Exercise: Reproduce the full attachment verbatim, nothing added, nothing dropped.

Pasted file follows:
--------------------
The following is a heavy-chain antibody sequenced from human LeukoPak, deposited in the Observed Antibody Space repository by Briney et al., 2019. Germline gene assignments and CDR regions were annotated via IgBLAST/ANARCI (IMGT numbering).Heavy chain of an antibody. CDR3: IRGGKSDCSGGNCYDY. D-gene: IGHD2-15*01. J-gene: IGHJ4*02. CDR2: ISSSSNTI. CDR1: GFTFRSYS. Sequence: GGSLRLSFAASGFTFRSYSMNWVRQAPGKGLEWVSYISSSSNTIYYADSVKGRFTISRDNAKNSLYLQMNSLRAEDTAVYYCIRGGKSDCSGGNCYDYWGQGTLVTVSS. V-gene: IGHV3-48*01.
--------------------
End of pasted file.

The following is a heavy-chain antibody sequenced from human LeukoPak, deposited in the Observed Antibody Space repository by Briney et al., 2019. Germline gene assignments and CDR regions were annotated via IgBLAST/ANARCI (IMGT numbering).Heavy chain of an antibody. CDR3: IRGGKSDCSGGNCYDY. D-gene: IGHD2-15*01. J-gene: IGHJ4*02. CDR2: ISSSSNTI. CDR1: GFTFRSYS. Sequence: GGSLRLSFAASGFTFRSYSMNWVRQAPGKGLEWVSYISSSSNTIYYADSVKGRFTISRDNAKNSLYLQMNSLRAEDTAVYYCIRGGKSDCSGGNCYDYWGQGTLVTVSS. V-gene: IGHV3-48*01.